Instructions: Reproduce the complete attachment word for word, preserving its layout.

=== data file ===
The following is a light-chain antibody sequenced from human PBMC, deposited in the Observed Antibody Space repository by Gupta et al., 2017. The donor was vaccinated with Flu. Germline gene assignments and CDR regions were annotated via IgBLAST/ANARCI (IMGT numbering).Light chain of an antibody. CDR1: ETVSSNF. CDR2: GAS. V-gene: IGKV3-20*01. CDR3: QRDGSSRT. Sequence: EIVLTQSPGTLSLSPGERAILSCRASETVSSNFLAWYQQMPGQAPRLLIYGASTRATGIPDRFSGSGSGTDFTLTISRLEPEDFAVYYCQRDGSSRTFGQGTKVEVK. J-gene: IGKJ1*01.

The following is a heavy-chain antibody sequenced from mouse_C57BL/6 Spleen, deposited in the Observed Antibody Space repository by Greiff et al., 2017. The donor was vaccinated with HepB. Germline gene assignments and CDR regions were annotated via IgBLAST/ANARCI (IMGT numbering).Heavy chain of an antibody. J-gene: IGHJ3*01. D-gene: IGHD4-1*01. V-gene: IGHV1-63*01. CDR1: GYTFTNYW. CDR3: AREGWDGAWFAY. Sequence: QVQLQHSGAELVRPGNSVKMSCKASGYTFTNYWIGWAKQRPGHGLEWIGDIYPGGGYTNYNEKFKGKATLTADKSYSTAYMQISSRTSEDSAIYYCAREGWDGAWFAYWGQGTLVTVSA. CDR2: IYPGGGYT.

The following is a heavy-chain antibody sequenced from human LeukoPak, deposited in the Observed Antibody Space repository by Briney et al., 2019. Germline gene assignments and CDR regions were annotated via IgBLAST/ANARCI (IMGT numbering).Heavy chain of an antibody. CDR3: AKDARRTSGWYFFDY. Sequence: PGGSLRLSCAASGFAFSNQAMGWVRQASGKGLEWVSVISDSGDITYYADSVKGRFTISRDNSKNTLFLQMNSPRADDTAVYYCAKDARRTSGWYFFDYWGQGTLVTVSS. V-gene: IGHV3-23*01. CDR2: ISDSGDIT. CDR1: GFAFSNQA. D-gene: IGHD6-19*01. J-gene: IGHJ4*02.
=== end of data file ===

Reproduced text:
The following is a light-chain antibody sequenced from human PBMC, deposited in the Observed Antibody Space repository by Gupta et al., 2017. The donor was vaccinated with Flu. Germline gene assignments and CDR regions were annotated via IgBLAST/ANARCI (IMGT numbering).Light chain of an antibody. CDR1: ETVSSNF. CDR2: GAS. V-gene: IGKV3-20*01. CDR3: QRDGSSRT. Sequence: EIVLTQSPGTLSLSPGERAILSCRASETVSSNFLAWYQQMPGQAPRLLIYGASTRATGIPDRFSGSGSGTDFTLTISRLEPEDFAVYYCQRDGSSRTFGQGTKVEVK. J-gene: IGKJ1*01.

The following is a heavy-chain antibody sequenced from mouse_C57BL/6 Spleen, deposited in the Observed Antibody Space repository by Greiff et al., 2017. The donor was vaccinated with HepB. Germline gene assignments and CDR regions were annotated via IgBLAST/ANARCI (IMGT numbering).Heavy chain of an antibody. J-gene: IGHJ3*01. D-gene: IGHD4-1*01. V-gene: IGHV1-63*01. CDR1: GYTFTNYW. CDR3: AREGWDGAWFAY. Sequence: QVQLQHSGAELVRPGNSVKMSCKASGYTFTNYWIGWAKQRPGHGLEWIGDIYPGGGYTNYNEKFKGKATLTADKSYSTAYMQISSRTSEDSAIYYCAREGWDGAWFAYWGQGTLVTVSA. CDR2: IYPGGGYT.

The following is a heavy-chain antibody sequenced from human LeukoPak, deposited in the Observed Antibody Space repository by Briney et al., 2019. Germline gene assignments and CDR regions were annotated via IgBLAST/ANARCI (IMGT numbering).Heavy chain of an antibody. CDR3: AKDARRTSGWYFFDY. Sequence: PGGSLRLSCAASGFAFSNQAMGWVRQASGKGLEWVSVISDSGDITYYADSVKGRFTISRDNSKNTLFLQMNSPRADDTAVYYCAKDARRTSGWYFFDYWGQGTLVTVSS. V-gene: IGHV3-23*01. CDR2: ISDSGDIT. CDR1: GFAFSNQA. D-gene: IGHD6-19*01. J-gene: IGHJ4*02.